Mitsubishi Lancer Evolution VIII and IX
Maybe it wasn’t devised as such, but the Mitsubishi Lancer Evo (RIP) instantly became a high-end tuner’s car. Let’s face it – you’ll be hard-pressed to find one in original condition. Most of them already deliver way more than official 276 hp of Evo VIII or 287 hp of Evo IX. Even that, however, is comparable to Porsche 911’s slightly north of 300 ponies. Prices are comparable as well. Used Mitsubishi Lancer Evo VIII and IX will rarely cost you less than $15,000 which is just how much you’ll need for a Porsche. However, they’re at least 5 years younger than the German counterpart, and that gives them additional points. Although these two sports cars are miles apart in terms of most characteristics, it’s still a tough choice for any buyer looking for great handling performance car.
Chevrolet Camaro (4th Gen)
The F-body, fourth generation Camaro is probably your cheapest way into the 300+ horsepower club. If you find a Z28 Camaro fitted with one of three available V8’s, that is. Older models were fitted with 275-horsepower LT1 V8 which rose to 285 horses in ’96. 1997 Anniversary models packed 330 ponies thanks to the LT4 version of the 350ci small-block, but there were only 108 of them in total which makes them rare, and rare means expensive. Finally, late fourth generation Camaros were offered with the LS1 engine making 305 horses at first and 310 ponies at the end of the line. They’re available for anything between $3,000 and $10,000 depending on how well preserved they are. Even the 2002 Camaro SS with 325 horsepower doesn’t cost more than our Porsche 911. At least not usually, that is.
Mitsubishi 3000GT VR-4
Mitsubishi GTO in Japan or GT3000 across the globe is still considered one of the best Mitsubishis ever produced. Especially the high-end performance VR-4 version. Stuffed with 3.0L DOHC twin-turbo V6 under its hood, Mitsuiest of the Mitsus started off with 296 horsepower which would later become 320 ponies after the 1993 model year. Very few sports cars have what the GT3000 VR-4 has – especially considering its “relatively low” price. Good examples often cost more than $20,000, but you should be able to find sub $15,000 and even sub $10,000 examples with a little bit of luck. If all else fails, there’s also Chrysler’s captive import – Dodge Stealth R/T. It’s basically the same car (albeit sub par in terms of quality) that was sold between 1991 and 1996, and usually goes for less than $10,000 these days.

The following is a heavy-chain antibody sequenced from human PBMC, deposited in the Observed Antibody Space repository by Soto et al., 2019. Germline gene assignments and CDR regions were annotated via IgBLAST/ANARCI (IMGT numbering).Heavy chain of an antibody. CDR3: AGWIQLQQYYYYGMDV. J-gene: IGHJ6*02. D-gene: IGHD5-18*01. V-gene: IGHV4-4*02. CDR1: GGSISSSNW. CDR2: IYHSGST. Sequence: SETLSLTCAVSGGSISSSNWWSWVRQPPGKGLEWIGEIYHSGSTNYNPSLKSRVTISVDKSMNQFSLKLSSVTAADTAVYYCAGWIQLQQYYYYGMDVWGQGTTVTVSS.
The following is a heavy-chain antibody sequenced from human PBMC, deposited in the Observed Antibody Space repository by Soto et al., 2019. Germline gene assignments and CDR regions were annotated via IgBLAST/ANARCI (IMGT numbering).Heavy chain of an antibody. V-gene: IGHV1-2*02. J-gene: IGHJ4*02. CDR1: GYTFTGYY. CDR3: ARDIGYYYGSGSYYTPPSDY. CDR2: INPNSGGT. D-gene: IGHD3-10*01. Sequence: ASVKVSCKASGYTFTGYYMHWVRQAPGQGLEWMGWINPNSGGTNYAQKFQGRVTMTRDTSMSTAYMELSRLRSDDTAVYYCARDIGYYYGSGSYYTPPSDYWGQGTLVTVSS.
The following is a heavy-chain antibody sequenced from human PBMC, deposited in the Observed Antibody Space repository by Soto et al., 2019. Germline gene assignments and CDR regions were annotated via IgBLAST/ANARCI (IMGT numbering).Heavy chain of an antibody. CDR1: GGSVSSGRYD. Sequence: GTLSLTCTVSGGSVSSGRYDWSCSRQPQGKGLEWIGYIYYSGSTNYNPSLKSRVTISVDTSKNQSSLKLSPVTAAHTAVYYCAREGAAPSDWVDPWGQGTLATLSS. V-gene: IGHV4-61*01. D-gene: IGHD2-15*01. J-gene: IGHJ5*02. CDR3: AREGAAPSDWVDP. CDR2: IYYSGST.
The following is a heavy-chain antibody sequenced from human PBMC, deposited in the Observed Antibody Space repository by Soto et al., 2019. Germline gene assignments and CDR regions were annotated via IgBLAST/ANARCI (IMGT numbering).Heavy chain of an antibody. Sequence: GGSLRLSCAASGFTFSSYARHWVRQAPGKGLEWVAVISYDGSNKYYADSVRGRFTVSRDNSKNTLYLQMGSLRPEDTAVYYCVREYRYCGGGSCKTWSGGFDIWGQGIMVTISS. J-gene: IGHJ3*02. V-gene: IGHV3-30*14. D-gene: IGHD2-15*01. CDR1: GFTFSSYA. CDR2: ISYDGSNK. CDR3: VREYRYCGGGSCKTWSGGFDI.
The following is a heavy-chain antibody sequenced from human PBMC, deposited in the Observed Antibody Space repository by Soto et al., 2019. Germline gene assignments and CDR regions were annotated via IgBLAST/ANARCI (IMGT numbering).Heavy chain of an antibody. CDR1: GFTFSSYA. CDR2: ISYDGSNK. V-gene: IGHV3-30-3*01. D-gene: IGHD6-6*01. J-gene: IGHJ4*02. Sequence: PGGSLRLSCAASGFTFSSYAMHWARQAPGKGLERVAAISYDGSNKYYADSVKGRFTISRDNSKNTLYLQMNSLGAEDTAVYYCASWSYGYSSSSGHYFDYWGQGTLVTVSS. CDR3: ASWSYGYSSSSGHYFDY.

Subaru Impreza WRX STi (2nd Gen)
Although it doesn’t quite look like it, the Subaru Impreza WRX STi does deliver 300 horsepower. Of course, they’re simply called the WRX STi’s these days, but that doesn’t fool a true World Rally Championship enthusiast. Second generation WRX’s horizontally opposed Boxer engine was more or less the same as in any other WRX STi iteration. 2.5L turbo four, coupled with manual gearbox, mandatory all-wheel drive and premium Japanese mechanics allowed the car to be one of the best straight line/cornering combo sports cars out there. And you should easily be able to get them for $10k to $15k these days. Even the early third generation models aren’t much more expensive than that, but they don’t look as sharp as the second gen models either.
Nissan 350Z maybe isn’t as attractive or as good of a performer as its predecessor the 300ZX, but it still packed at least 287 horsepower. 3.5L V6 mill which motivates it was revised in 2005 in order to make room for additional 13 ponies for a total of 300 horsepower flat. Finally, post 2007 year models were offered with entirely new V6 engine, albeit of the same displacement. That unit generated 306 horses. Some questioned its bulkiness, others questioned its handling, but 350Z was still among the most powerful affordable sports cars of its day. These days, it goes for as little as $4,000, but really good examples cost upward to $15,000. Still a better deal than the 996 series Porsche 911, though. And cheaper one to maintain as well.